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A comparative study of the elastic fibre system within the mouse and human cornea

Feneck, Eleanor M., Lewis, Philip N. ORCID:, Ralphs, Jim ORCID: and Meek, Keith M. ORCID: 2018. A comparative study of the elastic fibre system within the mouse and human cornea. Experimental Eye Research 177 , pp. 35-44. 10.1016/j.exer.2018.07.024

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The cornea relies on its organised extracellular matrix for maintaining transparency and biomechanical strength. Studies have identified an elastic fibre system within the human posterior cornea, thought to allow for slight deformations in response to internal pressure fluctuations within the eye. However, the type of elastic fibres that exist within the cornea and their roles remain elusive. The aim of this study was to compare the distribution and organisation of the elastic fibres within the posterior peripheral mouse and human cornea, and elucidate how these fibres integrate with the trabecular meshwork, whilst characterising the distribution of their main likely components (fibrillin-1, elastin and type VI collagen) in different parts of the cornea and adjacent sclera. We identified key differences in the elastic fibre system between the human and mouse cornea. True elastic fibres (containing elastin) were identified within the human posterior peripheral cornea. Elastic fibres appeared to present as an extensive network throughout the mouse corneal stroma, but as fibrillin-rich microfibril bundles rather than true elastic fibres. However, tropoelastin staining indicated the possibility that true elastic fibres had yet to develop in the young mice studied. Differences were also apparent within the anatomy of the trabecular meshwork. The human trabecular meshwork appeared to insert between the corneal stroma and Descemet's membrane, with elastic fibres continuing into the stroma from the trabecular meshwork anterior to Descemet's membrane. Within the mouse cornea, no clear insertion point of the trabecular meshwork was seen, instead the elastic fibres within the trabecular meshwork continued into Descemet's membrane, with the trabecular meshwork joining posterior to Descemet's membrane.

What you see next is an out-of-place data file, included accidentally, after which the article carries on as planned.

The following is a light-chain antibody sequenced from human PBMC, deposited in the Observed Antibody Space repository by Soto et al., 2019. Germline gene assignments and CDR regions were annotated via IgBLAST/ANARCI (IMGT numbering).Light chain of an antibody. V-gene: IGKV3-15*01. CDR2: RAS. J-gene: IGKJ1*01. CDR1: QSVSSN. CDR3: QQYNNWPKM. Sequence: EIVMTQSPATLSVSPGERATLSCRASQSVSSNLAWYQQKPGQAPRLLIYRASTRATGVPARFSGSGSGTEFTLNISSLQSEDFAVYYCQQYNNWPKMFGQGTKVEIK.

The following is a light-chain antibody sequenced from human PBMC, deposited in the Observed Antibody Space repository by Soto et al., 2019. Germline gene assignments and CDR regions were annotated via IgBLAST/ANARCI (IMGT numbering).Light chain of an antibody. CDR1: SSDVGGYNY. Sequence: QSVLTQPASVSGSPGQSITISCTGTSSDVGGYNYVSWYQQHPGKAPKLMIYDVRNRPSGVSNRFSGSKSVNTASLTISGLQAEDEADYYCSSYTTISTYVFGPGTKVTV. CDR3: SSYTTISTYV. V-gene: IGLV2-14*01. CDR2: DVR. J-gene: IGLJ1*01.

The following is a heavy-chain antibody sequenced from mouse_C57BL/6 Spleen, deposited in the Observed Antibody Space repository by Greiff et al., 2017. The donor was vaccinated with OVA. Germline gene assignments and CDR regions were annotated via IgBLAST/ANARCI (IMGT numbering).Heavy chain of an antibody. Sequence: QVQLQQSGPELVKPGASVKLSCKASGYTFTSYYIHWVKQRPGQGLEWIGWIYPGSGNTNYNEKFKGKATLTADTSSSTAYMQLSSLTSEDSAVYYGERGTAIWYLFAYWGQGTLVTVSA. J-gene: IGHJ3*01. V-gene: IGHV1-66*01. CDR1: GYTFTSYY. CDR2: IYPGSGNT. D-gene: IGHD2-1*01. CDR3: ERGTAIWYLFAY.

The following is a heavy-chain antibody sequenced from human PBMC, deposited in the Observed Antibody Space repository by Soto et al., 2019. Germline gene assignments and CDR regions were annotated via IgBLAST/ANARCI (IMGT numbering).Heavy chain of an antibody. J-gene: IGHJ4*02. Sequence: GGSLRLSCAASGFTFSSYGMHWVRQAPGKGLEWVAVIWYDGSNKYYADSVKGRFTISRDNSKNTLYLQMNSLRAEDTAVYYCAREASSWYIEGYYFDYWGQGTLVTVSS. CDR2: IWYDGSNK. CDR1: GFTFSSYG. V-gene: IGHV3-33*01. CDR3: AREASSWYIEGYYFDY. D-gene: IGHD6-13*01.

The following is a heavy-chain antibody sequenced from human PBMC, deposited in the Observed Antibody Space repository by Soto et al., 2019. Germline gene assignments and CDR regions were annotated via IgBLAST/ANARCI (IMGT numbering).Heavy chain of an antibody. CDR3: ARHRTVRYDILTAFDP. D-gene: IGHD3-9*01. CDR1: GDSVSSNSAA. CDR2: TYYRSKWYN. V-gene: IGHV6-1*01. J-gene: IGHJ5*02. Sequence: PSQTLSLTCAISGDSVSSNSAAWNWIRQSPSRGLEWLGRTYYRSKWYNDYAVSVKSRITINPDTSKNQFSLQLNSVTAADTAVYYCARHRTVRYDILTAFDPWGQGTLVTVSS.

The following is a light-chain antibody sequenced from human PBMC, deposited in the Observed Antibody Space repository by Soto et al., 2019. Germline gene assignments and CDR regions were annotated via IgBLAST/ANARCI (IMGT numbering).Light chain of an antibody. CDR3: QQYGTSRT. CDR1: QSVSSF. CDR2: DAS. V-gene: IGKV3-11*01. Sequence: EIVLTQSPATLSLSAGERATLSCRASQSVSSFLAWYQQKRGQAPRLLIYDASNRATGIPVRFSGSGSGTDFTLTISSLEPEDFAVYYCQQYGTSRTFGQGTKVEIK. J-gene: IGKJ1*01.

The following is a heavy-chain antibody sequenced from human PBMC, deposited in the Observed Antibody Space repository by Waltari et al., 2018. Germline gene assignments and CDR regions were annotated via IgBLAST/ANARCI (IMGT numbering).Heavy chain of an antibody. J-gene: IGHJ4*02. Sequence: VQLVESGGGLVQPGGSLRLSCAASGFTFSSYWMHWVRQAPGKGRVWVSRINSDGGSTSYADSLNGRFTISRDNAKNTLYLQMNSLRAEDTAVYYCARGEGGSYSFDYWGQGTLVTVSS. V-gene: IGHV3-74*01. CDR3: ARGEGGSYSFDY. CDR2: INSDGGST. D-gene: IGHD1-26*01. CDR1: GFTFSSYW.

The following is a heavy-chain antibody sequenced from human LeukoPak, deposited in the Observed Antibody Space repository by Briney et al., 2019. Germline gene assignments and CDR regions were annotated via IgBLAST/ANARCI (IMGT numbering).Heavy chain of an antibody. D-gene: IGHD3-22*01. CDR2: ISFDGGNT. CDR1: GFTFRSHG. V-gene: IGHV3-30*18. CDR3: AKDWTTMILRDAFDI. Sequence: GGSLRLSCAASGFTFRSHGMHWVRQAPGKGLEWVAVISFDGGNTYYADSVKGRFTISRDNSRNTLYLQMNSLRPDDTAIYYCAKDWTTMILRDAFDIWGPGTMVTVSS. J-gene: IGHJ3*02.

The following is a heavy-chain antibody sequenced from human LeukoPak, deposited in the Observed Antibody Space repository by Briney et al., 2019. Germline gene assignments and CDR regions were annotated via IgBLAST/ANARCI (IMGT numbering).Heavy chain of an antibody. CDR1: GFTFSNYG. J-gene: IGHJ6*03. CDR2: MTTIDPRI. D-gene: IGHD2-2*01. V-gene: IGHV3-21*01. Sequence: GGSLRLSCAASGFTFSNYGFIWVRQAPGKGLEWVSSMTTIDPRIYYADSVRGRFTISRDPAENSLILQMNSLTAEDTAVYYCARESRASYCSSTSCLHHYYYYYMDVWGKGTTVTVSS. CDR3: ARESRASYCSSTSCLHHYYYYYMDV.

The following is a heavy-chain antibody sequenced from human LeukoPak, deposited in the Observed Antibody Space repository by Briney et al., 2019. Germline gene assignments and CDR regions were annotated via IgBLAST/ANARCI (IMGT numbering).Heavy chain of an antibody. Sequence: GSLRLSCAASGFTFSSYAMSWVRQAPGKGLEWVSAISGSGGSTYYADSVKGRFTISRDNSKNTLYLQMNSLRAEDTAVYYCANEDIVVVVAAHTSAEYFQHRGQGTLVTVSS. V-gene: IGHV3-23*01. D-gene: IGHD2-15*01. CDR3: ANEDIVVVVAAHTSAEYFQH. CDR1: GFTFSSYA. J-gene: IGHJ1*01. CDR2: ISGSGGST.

Item Type: Article
Date Type: Publication
Status: Published
Schools: Optometry and Vision Sciences
Publisher: Elsevier
ISSN: 0014-4835
Funders: MRC
Date of First Compliant Deposit: 2 August 2018
Date of Acceptance: 21 July 2018
Last Modified: 04 May 2023 13:01

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